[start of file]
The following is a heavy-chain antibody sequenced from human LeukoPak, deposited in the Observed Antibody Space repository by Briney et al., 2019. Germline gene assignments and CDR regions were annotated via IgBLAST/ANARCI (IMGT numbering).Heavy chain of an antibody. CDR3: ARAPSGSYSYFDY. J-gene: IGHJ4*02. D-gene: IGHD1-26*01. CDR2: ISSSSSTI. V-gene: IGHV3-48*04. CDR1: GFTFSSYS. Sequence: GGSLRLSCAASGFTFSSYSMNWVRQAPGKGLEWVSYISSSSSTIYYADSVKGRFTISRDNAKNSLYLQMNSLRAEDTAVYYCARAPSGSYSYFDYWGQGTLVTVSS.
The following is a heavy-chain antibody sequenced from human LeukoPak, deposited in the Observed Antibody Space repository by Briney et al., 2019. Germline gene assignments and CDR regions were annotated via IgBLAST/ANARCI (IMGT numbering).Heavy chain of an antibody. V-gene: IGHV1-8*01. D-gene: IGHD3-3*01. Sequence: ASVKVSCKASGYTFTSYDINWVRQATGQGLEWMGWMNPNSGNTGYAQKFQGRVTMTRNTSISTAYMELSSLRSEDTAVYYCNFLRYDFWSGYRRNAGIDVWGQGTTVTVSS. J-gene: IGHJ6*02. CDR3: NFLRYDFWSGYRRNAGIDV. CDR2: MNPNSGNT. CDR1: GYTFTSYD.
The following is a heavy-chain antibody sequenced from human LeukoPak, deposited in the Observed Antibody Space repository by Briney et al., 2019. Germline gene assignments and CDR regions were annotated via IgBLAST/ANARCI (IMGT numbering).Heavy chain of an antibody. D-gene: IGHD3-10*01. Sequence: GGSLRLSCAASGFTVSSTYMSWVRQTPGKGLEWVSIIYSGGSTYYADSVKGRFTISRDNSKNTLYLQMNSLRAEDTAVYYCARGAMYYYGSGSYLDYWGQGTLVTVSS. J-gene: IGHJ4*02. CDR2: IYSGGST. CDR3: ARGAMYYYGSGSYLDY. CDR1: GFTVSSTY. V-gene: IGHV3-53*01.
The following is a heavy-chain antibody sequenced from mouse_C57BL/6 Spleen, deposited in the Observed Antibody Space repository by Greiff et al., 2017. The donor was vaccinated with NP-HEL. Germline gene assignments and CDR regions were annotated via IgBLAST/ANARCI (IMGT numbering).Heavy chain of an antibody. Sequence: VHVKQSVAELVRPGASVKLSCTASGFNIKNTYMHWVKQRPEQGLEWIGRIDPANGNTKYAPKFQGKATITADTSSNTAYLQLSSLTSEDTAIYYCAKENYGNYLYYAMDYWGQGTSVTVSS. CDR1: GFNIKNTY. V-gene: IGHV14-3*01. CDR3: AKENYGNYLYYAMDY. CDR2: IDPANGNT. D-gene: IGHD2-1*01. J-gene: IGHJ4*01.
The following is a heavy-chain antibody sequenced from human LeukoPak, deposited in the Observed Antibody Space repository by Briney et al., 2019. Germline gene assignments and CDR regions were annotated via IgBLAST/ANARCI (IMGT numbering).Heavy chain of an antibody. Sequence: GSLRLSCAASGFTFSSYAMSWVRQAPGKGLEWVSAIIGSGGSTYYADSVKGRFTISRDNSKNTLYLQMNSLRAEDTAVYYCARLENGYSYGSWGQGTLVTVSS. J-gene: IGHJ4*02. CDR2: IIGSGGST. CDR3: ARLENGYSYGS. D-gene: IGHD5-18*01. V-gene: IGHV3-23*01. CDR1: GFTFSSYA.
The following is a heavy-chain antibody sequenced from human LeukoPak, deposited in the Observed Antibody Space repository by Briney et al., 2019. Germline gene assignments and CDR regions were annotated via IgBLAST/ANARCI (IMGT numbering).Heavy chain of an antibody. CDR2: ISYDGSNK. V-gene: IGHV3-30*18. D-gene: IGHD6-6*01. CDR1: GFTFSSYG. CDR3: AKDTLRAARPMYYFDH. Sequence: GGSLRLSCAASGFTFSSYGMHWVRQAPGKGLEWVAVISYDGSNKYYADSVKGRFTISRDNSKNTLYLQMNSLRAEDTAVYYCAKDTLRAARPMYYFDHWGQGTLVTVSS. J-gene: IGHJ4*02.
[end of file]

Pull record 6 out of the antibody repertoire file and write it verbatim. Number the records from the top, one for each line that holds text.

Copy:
The following is a heavy-chain antibody sequenced from human LeukoPak, deposited in the Observed Antibody Space repository by Briney et al., 2019. Germline gene assignments and CDR regions were annotated via IgBLAST/ANARCI (IMGT numbering).Heavy chain of an antibody. CDR2: ISYDGSNK. V-gene: IGHV3-30*18. D-gene: IGHD6-6*01. CDR1: GFTFSSYG. CDR3: AKDTLRAARPMYYFDH. Sequence: GGSLRLSCAASGFTFSSYGMHWVRQAPGKGLEWVAVISYDGSNKYYADSVKGRFTISRDNSKNTLYLQMNSLRAEDTAVYYCAKDTLRAARPMYYFDHWGQGTLVTVSS. J-gene: IGHJ4*02.